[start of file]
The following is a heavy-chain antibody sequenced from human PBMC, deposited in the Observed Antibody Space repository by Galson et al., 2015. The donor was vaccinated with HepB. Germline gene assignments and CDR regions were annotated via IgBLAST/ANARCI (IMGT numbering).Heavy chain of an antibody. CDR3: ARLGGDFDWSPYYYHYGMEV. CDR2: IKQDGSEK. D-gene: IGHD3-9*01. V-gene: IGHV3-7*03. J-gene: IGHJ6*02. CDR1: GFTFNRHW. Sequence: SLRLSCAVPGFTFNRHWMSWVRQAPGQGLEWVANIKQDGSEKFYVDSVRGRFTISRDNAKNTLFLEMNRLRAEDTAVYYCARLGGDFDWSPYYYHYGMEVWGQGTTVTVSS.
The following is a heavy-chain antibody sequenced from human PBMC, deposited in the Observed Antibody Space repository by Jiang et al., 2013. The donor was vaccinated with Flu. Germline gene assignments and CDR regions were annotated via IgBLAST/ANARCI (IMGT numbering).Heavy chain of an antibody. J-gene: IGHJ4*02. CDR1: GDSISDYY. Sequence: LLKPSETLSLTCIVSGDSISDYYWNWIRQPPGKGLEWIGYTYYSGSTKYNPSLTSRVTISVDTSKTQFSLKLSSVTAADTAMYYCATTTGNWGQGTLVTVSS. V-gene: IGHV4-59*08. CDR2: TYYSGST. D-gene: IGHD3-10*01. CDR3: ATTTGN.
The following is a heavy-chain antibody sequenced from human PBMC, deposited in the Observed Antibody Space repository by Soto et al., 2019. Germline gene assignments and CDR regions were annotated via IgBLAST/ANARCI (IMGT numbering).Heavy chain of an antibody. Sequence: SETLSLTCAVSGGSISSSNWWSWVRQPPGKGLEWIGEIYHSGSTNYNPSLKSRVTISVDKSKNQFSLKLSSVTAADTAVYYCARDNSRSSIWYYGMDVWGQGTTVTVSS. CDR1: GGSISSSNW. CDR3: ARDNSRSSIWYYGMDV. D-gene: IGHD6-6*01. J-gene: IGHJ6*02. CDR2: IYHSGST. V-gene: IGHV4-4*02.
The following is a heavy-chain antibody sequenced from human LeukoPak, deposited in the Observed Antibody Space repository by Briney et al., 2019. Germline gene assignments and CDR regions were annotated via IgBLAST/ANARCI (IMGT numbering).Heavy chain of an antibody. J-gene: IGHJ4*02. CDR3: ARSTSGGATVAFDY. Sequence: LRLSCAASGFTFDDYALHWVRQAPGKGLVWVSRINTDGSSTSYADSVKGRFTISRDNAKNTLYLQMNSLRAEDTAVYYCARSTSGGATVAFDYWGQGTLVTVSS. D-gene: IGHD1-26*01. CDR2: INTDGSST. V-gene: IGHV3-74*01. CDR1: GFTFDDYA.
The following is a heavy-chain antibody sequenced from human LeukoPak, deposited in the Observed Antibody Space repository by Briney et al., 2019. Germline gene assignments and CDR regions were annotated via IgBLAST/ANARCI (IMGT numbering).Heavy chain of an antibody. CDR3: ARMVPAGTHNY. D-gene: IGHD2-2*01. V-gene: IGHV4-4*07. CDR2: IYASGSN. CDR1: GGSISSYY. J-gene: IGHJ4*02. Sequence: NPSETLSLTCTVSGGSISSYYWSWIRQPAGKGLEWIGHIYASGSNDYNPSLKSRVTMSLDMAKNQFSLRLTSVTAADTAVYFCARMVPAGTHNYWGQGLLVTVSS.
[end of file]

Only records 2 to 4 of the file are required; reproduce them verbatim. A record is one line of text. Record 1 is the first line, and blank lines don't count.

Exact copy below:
The following is a heavy-chain antibody sequenced from human PBMC, deposited in the Observed Antibody Space repository by Jiang et al., 2013. The donor was vaccinated with Flu. Germline gene assignments and CDR regions were annotated via IgBLAST/ANARCI (IMGT numbering).Heavy chain of an antibody. J-gene: IGHJ4*02. CDR1: GDSISDYY. Sequence: LLKPSETLSLTCIVSGDSISDYYWNWIRQPPGKGLEWIGYTYYSGSTKYNPSLTSRVTISVDTSKTQFSLKLSSVTAADTAMYYCATTTGNWGQGTLVTVSS. V-gene: IGHV4-59*08. CDR2: TYYSGST. D-gene: IGHD3-10*01. CDR3: ATTTGN.
The following is a heavy-chain antibody sequenced from human PBMC, deposited in the Observed Antibody Space repository by Soto et al., 2019. Germline gene assignments and CDR regions were annotated via IgBLAST/ANARCI (IMGT numbering).Heavy chain of an antibody. Sequence: SETLSLTCAVSGGSISSSNWWSWVRQPPGKGLEWIGEIYHSGSTNYNPSLKSRVTISVDKSKNQFSLKLSSVTAADTAVYYCARDNSRSSIWYYGMDVWGQGTTVTVSS. CDR1: GGSISSSNW. CDR3: ARDNSRSSIWYYGMDV. D-gene: IGHD6-6*01. J-gene: IGHJ6*02. CDR2: IYHSGST. V-gene: IGHV4-4*02.
The following is a heavy-chain antibody sequenced from human LeukoPak, deposited in the Observed Antibody Space repository by Briney et al., 2019. Germline gene assignments and CDR regions were annotated via IgBLAST/ANARCI (IMGT numbering).Heavy chain of an antibody. J-gene: IGHJ4*02. CDR3: ARSTSGGATVAFDY. Sequence: LRLSCAASGFTFDDYALHWVRQAPGKGLVWVSRINTDGSSTSYADSVKGRFTISRDNAKNTLYLQMNSLRAEDTAVYYCARSTSGGATVAFDYWGQGTLVTVSS. D-gene: IGHD1-26*01. CDR2: INTDGSST. V-gene: IGHV3-74*01. CDR1: GFTFDDYA.